Updated: Dec 4, 2019
We've been doing it since the beginning of humanity. Or have we?
The concept of parenting has really only existed since the 1970's. It was when "experts" like myself realized they could make some money off something that pretty much everyone was already doing. We could monetize one of the most vulnerable aspects of human life. The shame of being a bad parent or even worse.... being perceived as a bad parent.
Think about it. I don't "brother" my sister. I don't "husband" my wife. The word "parent" denotes a relationship, not a verb or a task. Before the experts introduced this word into our vocabulary we loved, cared for, disciplined, and guided. But we didn't call it "parenting".
So what's the big deal?
Alison Gopnik wrote a book called "The Gardener and the Carpenter" which, full disclosure, I haven't yet read. But I did listen to an interview with her done by the NPR show "Hidden Brain," which I highly recommend. She contends that before the parenting revolution more parents treated their relationship and interactions with their children as a gardener. You provide the most fertile and nutrient rich environment possible, you water, you provide sunshine, you feed, you pluck weeds, and maybe you prune and then you let the plant grow. Nowadays we "parent" like carpenters. We measure and cut, and sculpt and mold. We "build" children to what we want them to be. They enter this sport and learn this musical instrument, we demand certain levels of achievement and push them to post-secondary. None of which are bad but the parent is the architect, removing responsibility for development and growth from the child herself.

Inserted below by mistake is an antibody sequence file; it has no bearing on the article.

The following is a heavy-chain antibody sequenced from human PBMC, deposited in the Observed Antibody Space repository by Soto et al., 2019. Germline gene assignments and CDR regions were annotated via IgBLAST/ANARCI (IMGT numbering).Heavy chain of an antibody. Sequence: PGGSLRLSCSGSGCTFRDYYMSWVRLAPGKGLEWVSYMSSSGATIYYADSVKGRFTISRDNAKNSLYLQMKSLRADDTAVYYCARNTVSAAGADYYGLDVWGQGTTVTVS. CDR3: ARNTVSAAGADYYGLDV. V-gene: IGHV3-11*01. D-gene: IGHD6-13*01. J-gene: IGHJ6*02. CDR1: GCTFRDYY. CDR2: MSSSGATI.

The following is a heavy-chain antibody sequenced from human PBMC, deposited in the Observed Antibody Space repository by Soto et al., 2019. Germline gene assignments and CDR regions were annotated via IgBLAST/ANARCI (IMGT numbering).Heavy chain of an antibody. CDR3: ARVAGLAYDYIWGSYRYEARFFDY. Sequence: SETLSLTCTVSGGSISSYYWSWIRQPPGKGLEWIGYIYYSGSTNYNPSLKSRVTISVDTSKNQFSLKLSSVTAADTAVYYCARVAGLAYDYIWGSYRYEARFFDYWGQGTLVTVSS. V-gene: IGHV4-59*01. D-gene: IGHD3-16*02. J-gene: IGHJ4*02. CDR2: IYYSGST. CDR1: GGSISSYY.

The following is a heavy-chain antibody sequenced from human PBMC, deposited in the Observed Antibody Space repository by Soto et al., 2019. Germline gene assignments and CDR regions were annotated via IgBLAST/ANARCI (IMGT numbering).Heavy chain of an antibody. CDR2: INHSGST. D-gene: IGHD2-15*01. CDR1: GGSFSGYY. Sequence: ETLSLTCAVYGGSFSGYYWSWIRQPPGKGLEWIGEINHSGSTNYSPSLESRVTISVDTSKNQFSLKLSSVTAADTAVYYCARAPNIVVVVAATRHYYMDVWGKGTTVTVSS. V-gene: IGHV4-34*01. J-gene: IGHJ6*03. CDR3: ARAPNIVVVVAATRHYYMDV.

Maybe I'm just being picky with my words but I wonder what difference it makes using the word parent as a verb? I wonder if whether the dynamic between parent and child would change if we moved away from "parenting" like a carpenter and towards nurturing like a gardener.
This isn't to say I think we should throw out all rules and expectations. A gardener often needs to be very strict with boundaries and guidelines in order to increase the likelihood of a flourishing garden. Children need structure and rules but they also need the opportunity to practice and implement those rules by themselves. You can't force a plant to grow. You can't build a stronger tomato (don't show this to genetic food engineers).
Maybe having children is more like having a garden and less like having a workshop with projects.